Configurable logic : a dynamically programmable cellular architecture and its VLSI implementation
Kean, Thomas A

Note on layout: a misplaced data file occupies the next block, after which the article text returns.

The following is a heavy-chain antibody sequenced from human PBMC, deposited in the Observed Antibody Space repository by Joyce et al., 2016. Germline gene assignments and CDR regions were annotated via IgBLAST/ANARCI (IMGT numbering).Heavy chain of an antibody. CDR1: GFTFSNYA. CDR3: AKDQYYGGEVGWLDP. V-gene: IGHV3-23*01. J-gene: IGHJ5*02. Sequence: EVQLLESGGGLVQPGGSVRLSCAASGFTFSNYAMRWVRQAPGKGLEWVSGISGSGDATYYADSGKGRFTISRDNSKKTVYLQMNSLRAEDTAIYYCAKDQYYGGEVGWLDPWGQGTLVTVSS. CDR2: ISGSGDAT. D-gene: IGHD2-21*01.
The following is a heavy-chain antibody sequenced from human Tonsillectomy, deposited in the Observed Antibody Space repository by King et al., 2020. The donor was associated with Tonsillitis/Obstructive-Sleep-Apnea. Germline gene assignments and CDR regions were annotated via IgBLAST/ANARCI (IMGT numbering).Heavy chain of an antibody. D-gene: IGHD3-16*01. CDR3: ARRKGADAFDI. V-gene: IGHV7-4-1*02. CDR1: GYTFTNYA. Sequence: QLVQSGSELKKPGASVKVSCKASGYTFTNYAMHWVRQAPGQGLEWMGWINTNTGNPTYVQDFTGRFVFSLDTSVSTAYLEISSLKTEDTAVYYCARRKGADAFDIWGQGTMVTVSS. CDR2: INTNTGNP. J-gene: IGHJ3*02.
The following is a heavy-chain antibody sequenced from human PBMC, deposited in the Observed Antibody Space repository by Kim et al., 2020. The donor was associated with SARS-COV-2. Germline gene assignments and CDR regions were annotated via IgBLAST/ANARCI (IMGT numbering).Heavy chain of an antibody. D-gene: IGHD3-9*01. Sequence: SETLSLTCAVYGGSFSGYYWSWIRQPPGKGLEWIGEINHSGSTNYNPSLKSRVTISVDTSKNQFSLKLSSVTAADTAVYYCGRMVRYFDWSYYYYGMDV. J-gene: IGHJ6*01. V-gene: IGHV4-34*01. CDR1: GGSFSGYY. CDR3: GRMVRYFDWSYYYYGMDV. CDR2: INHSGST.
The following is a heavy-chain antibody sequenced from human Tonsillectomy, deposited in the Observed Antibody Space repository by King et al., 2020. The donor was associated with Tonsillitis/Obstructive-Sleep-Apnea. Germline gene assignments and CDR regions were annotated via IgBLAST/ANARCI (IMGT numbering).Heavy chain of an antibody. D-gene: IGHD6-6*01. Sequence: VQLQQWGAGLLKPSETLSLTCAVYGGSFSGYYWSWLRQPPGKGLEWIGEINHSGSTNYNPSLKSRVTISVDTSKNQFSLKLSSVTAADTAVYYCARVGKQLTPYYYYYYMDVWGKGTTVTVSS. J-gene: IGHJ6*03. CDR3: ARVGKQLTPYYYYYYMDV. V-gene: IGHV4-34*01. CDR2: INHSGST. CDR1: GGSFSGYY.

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At present there are two main paradigms for computation : interpretation of a data stream representing a program by a processing unit (software) and an interconnection of active logic elements (hardware). While both systems can (given reasonable definitions) be shown to be equivalent in terms of which functions they can compute they have radically different properties : hardware can potentially provide a much higher performance implementation of a single simple algorithm whereas software can implement a wide variety of extremely complex algorithms. here we will consider a third paradigm for computation - configurable hardware in which the interconnection between the active logic elements is dependant on a control store. This paradigm can potentially offer many of the performance advantages of hardware white retaining much of the flexibility of software. This thesis examines the general properties of configurable systems and examples of previous designs in order to develop a new cellular-array architecture called Configurable Array Logic (CAL). The implementation of the architecture a related statically-programmed system, the Configurable Logic Array (CLA) in VLSI are discussed. The potential of the CAL system for implementation using Wafer Scale Integration is considered. The CAD system which would be required to allow algorithms expressed in normal programming languages to be implemented on the cellular architecture is discussed and the tools developed during the course of the project are covered. Four example designs using the system are presented : a digital stopwatch, a Data Encryption Standard (DES) encryptor, a unit to compute the 3-4 distance transform (which is used in image pattern matching) and a sketch of a system using configurable logic to implement cellular-automation models for fluid-flow simulations. Finally, methods of extending the Configurable Logic architecture to allow more complex computations to be performed and other directions for further research are discussed.